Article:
The peace of Perdiccas was disturbed for some years by the ambitious designs of his youngest brother, Philip, who
aspired to the throne. In the beginning of his reign, mdeed, Perdiccas found himself surrounded by suspicious friends,
and open foes. The Thraciaris, and other barbarous nations, looked upon his kingdom with an envious eye; the Persians
affected to treat him as their vassal; and the Athenians menaced the safety of his throne by their colonies and allies on
the sea-coast. Perdiccas amused the latter with a show of friendship; but when he found that they treated him as an
inferior, he resolved to check their progress in the vicinity of his dominions.
When a monarch is disposed for war, occasion will seldom be wanted to find some pretext to justify the commencement
of the strife. Thus it was with Perdiccas. The city of Epidamnum, distracted by seditions at home, and threatened by
foreign foes, was in the utmost distress. The weaker party had called the Illyrians to their assistance, by which the government was so reduced, that they sent to the Corcyreans and Corinthians for aid. The Corinthians sent relief to Epidamnum, which the Corcyreans resented, and sent a fleet on the coast of Macedonia, in order to compel the Epidamnians to submit to whatever terms they thought proper to prescribe.
The Athenians took part in these proceedings, and Perdiccas embraced the opportunity of declaring war against that state. The first measure of Perdiccas was, to persuade the Chalcidians to abandon their sea-ports, and to inhabit and fortify the city of Olynthus. Enraged at such a proceeding, the Athenians determined to revenge themselves on those who had deserted them, and on the instigator of their defection, Perdiccas.
To this end, they sent Agnon with a fleet, and a large army on board, to besiege Potidea, and to reduce the Chalcidians; but the plague infecting his army, he was obliged to return without accomplishing his purpose. He left Potidea as he found it, blocked up by a small army the Athenians had there before, and which eventually proved sufficient for its reduction. By the end of winter, the Potideans were so much reduced, that they stipulated with the Athenian generals, Xenophon, Hestiodorus, and Callimachus, to retire from the city, B. c. 431.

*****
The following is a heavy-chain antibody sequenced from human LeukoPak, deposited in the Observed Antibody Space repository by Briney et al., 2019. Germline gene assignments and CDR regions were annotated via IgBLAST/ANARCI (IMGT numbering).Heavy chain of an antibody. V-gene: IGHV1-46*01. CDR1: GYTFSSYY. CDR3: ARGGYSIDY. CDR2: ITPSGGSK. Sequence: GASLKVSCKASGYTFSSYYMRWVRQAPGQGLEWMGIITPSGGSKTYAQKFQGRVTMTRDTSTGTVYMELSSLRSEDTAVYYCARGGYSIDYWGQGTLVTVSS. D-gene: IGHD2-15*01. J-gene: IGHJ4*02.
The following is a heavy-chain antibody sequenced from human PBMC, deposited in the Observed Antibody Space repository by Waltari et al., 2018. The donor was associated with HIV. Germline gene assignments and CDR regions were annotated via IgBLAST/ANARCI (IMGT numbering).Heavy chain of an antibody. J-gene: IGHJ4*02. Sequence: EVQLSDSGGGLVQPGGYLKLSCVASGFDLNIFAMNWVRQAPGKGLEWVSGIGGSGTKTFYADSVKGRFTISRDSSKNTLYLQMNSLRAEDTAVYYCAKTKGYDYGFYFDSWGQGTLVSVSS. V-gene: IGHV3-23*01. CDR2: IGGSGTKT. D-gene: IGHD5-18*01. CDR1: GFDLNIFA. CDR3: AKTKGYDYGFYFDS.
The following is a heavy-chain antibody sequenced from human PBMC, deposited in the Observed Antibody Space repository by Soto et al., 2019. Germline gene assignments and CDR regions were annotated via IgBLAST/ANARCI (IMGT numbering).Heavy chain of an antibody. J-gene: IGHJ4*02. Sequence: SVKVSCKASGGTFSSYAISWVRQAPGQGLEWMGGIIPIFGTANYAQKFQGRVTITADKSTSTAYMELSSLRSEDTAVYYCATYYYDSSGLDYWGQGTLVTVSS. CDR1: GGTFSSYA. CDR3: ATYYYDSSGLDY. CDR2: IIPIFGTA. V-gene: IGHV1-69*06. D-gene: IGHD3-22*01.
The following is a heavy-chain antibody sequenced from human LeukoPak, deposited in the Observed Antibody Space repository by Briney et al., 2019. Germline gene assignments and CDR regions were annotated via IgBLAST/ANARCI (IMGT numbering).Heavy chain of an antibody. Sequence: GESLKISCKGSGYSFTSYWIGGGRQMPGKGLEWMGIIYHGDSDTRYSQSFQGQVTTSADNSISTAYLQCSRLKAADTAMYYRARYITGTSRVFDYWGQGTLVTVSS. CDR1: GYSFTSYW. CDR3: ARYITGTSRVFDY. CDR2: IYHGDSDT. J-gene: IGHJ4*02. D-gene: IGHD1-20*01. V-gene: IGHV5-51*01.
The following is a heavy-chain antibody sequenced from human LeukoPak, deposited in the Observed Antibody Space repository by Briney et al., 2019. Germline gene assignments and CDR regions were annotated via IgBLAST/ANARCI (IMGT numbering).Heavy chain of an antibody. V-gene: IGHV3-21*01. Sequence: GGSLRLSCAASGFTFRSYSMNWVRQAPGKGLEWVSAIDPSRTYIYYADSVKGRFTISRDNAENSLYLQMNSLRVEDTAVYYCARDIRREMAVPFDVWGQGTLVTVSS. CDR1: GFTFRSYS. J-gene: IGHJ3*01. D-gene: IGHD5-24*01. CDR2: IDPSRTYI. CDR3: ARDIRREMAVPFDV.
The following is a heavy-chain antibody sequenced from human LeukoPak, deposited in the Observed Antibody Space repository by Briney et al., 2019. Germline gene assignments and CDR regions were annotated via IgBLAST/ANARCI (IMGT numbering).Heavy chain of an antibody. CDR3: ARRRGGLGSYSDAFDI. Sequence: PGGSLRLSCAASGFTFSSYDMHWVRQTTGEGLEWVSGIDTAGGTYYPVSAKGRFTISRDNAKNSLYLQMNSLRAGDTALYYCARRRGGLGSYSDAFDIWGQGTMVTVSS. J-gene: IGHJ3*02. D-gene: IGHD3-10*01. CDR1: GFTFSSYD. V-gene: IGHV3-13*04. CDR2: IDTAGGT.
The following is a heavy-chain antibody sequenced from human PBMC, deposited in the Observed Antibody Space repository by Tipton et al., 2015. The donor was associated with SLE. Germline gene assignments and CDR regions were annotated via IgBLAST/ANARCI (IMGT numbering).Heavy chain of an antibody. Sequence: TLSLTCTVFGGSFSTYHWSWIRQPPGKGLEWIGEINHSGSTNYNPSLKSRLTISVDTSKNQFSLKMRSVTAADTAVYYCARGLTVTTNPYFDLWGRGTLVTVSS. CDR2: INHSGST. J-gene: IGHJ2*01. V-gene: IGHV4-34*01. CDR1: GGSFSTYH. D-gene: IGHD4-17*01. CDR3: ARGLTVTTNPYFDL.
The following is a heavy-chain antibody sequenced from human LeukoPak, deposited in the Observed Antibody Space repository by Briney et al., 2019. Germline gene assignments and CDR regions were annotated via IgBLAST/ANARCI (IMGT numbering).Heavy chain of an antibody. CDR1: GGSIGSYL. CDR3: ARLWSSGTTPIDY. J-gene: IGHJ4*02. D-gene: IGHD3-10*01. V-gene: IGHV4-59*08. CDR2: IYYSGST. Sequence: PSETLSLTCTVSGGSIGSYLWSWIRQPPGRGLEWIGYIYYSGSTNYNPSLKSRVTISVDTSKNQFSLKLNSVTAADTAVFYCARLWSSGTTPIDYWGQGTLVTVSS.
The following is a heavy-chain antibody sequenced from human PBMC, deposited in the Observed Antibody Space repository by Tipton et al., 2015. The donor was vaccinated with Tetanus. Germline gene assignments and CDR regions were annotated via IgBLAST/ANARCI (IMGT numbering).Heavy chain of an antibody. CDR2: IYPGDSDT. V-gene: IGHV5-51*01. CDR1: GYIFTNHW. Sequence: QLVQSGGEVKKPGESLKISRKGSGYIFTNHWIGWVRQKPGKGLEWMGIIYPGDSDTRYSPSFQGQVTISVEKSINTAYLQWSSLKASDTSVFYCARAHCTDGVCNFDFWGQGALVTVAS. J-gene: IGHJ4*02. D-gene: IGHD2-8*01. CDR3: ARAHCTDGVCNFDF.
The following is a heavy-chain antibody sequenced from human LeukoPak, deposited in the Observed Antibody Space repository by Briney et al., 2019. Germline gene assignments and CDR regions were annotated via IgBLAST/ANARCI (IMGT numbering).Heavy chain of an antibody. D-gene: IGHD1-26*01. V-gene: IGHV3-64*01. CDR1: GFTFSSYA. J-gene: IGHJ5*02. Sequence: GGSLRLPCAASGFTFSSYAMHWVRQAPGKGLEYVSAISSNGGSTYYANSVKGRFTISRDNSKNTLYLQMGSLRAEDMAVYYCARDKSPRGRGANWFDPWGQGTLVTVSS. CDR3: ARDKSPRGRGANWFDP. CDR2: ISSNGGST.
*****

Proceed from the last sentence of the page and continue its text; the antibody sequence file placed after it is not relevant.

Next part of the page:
Another cause which tended to widen the breach between the Athenians and Perdiccas was as follows. One of the
The breach between the Athenians and Perdiccas became
wider and wider. On his part, he intrigued not only with
the Chalcidians, but with the Potideans and Bottiseans, subjects
of Athens in his neighbourhood, for the purpose of engaging
them to revolt; while on theirs, they incited the powerful
sovereign of Thrace, Sitalces, to dethrone him, and to
bestow his kingdom on Amyntas, who had been expelled by
Perdiccas his uncle from his inheritance. principalities of Upper Macedonia was the appanage of Philip, younger brother of Perdiccas, and another was the inheritance of Derdas, cousin to the royal family. About the time of the Corcyrean war, Perdiccas proposed to deprive both his brother and his cousin of their territories, and the Athenian administration thought proper to take those princes under its protection, and support them against the intended injury. Perdiccas resented this as a breach of the ancient alliance, and perhaps this was the chief motive .of his inciting the Chalcidians to revolt, and of his hostility to the Athenians. The ruin of Perdiccas seemed inevitable. Sitalces chose the winter for the invasion of Macedonia; at which season he put himself at the head of a large army, and with Amyntas in his train, he directed his march for the inland district of Macedonia, which had been the appanage of Philip, father of Amyntas. Here the young prince still had friends, and the towns of Gortynia and Atalanta opened their gates to his protector. Perdiccas trembled for the event. Weakened by civil war with the princes of his family, he was utterly unequal to meet the Thracian army in battle. He attended upon its motions only with his cavalry, while his people sought refuge in fortified towns, or in the mountains, woods, and marshes.